by Carl Wernicke
The Florida Legislature has long been fond of imposing unfunded mandates on
local governments. After all, it's always easier to tell lower-level governments
what to do -- and let them figure out how to pay for it.
Meanwhile, in 2011 legislators will face a cratered state economy, a poisoned Gulf of Mexico and a potentially disastrous education budget. At the local level, cities and counties will be trying to avoid laying off police and fire fighters, pave roads and not cut services too much.
Naturally, this seems like a good time to legislators to seek to "authorize" local law enforcement officials to check the immigration status of people they "believe" might be illegal immigrants.
This no doubt will juice up state politics ... but we doubt it will do anything to help Floridians deal with the real problems facing them.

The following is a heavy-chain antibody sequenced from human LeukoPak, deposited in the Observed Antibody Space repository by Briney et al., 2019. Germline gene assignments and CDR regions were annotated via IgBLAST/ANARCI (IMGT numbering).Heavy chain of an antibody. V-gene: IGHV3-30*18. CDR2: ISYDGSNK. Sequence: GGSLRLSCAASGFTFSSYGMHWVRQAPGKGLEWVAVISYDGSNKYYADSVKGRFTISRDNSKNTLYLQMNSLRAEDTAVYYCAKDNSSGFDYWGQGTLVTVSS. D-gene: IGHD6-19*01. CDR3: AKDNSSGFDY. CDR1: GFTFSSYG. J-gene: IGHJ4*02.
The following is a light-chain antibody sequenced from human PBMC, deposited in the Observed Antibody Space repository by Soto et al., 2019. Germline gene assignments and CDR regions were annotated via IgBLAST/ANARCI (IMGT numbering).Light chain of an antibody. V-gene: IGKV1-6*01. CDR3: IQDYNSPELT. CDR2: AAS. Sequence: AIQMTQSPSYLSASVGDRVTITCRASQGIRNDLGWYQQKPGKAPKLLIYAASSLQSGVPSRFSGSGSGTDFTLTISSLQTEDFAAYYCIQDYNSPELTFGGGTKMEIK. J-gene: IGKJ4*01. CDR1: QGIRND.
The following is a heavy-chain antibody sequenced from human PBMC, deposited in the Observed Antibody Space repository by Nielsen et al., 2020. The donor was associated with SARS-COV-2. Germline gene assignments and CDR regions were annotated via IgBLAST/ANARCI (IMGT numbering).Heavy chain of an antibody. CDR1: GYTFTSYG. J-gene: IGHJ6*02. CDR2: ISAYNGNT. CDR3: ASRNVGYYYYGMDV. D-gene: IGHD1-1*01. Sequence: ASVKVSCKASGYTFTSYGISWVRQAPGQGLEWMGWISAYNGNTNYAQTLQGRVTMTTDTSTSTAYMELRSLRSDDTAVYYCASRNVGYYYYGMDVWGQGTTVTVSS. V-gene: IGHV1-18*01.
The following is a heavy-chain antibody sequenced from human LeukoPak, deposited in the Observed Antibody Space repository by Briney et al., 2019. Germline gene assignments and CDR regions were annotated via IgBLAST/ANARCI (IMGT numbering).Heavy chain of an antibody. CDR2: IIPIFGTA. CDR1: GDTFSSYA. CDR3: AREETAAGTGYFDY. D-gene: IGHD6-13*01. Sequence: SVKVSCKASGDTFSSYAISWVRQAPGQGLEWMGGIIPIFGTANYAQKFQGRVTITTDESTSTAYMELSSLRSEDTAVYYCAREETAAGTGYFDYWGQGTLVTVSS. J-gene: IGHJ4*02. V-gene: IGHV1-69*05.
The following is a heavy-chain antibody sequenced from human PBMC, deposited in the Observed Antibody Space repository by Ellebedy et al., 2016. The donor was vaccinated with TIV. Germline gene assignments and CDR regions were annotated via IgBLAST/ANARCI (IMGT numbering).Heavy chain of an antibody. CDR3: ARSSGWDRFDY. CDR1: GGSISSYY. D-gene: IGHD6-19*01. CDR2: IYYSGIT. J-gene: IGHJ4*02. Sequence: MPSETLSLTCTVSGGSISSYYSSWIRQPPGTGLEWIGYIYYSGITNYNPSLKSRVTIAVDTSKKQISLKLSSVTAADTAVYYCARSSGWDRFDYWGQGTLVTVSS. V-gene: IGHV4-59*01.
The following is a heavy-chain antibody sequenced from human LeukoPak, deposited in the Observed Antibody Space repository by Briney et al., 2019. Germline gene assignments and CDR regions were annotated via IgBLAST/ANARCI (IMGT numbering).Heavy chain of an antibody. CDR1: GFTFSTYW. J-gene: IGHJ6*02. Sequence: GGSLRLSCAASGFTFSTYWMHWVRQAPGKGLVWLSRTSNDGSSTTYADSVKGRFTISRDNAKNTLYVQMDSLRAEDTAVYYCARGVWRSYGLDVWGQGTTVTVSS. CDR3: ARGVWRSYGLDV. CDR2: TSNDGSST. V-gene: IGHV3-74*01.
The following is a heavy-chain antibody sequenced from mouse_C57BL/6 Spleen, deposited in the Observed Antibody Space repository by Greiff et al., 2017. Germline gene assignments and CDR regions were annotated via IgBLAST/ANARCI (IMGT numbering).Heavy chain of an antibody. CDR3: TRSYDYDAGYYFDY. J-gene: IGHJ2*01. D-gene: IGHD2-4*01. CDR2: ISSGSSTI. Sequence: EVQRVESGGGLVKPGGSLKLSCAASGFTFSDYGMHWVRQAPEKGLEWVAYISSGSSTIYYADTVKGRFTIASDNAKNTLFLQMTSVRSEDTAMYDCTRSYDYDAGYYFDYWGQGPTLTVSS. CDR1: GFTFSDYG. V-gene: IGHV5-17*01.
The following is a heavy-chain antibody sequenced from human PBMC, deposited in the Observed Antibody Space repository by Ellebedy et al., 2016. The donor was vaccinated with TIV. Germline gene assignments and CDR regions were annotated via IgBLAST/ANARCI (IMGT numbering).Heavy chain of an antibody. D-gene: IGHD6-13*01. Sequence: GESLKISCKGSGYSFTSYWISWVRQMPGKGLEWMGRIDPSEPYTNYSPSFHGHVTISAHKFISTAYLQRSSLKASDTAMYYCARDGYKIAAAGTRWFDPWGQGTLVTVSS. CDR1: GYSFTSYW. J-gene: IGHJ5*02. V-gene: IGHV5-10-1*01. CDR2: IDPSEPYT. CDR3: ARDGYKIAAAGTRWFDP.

Yes, we need to secure the nation's borders, still porous despite the thousands of new border agents hired in recent years, and billions of new dollars poured into their salaries and the budgets of agencies patrolling the border.
And yes, we need a more effective program to ensure that employers don't hire illegal immigrants (without turning this nation into a police state where "show me your papers" is reality, not a B-movie joke.)
We also need an effective guest worker program to create a focused, legal way for businesses to tap into the immigrant labor market that won't be denied.
Without a comprehensive approach to immigration, there simply is no way to overcome the human will that is pushing the tide of immigration into the United States without resorting to the sort of draconian police state tactics we hope most Americans are not prepared to accept.
Meanwhile, we hope voters wondering about the seriousness of their legislators won't let these political games distract them from legislators' real duty.